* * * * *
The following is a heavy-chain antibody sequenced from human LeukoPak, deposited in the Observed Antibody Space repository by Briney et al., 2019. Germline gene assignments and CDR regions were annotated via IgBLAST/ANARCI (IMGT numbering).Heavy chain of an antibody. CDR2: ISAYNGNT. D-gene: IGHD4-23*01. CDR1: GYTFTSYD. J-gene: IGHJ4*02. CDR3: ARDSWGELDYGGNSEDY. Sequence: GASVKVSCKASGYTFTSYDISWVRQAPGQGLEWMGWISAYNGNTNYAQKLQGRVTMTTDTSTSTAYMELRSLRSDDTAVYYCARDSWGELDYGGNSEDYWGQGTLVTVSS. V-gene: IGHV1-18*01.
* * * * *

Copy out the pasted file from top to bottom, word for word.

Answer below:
The following is a heavy-chain antibody sequenced from human LeukoPak, deposited in the Observed Antibody Space repository by Briney et al., 2019. Germline gene assignments and CDR regions were annotated via IgBLAST/ANARCI (IMGT numbering).Heavy chain of an antibody. CDR2: ISAYNGNT. D-gene: IGHD4-23*01. CDR1: GYTFTSYD. J-gene: IGHJ4*02. CDR3: ARDSWGELDYGGNSEDY. Sequence: GASVKVSCKASGYTFTSYDISWVRQAPGQGLEWMGWISAYNGNTNYAQKLQGRVTMTTDTSTSTAYMELRSLRSDDTAVYYCARDSWGELDYGGNSEDYWGQGTLVTVSS. V-gene: IGHV1-18*01.